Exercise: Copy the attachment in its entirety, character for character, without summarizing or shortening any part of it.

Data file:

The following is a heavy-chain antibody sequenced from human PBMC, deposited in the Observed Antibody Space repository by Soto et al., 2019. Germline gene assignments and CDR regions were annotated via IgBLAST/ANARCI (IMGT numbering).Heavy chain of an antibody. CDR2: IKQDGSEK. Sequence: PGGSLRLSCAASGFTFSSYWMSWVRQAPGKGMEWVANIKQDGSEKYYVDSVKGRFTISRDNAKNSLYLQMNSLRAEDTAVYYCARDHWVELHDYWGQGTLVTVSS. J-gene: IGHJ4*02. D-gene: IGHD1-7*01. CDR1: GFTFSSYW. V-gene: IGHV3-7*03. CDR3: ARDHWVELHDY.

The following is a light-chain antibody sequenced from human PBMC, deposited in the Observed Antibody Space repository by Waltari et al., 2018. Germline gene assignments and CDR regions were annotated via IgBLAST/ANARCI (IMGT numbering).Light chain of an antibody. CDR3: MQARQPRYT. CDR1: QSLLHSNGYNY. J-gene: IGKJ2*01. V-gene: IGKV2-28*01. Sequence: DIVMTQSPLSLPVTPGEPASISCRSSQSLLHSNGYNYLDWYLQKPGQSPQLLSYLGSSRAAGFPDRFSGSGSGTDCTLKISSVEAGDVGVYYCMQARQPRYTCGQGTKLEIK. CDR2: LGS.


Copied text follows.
The following is a heavy-chain antibody sequenced from human PBMC, deposited in the Observed Antibody Space repository by Soto et al., 2019. Germline gene assignments and CDR regions were annotated via IgBLAST/ANARCI (IMGT numbering).Heavy chain of an antibody. CDR2: IKQDGSEK. Sequence: PGGSLRLSCAASGFTFSSYWMSWVRQAPGKGMEWVANIKQDGSEKYYVDSVKGRFTISRDNAKNSLYLQMNSLRAEDTAVYYCARDHWVELHDYWGQGTLVTVSS. J-gene: IGHJ4*02. D-gene: IGHD1-7*01. CDR1: GFTFSSYW. V-gene: IGHV3-7*03. CDR3: ARDHWVELHDY.

The following is a light-chain antibody sequenced from human PBMC, deposited in the Observed Antibody Space repository by Waltari et al., 2018. Germline gene assignments and CDR regions were annotated via IgBLAST/ANARCI (IMGT numbering).Light chain of an antibody. CDR3: MQARQPRYT. CDR1: QSLLHSNGYNY. J-gene: IGKJ2*01. V-gene: IGKV2-28*01. Sequence: DIVMTQSPLSLPVTPGEPASISCRSSQSLLHSNGYNYLDWYLQKPGQSPQLLSYLGSSRAAGFPDRFSGSGSGTDCTLKISSVEAGDVGVYYCMQARQPRYTCGQGTKLEIK. CDR2: LGS.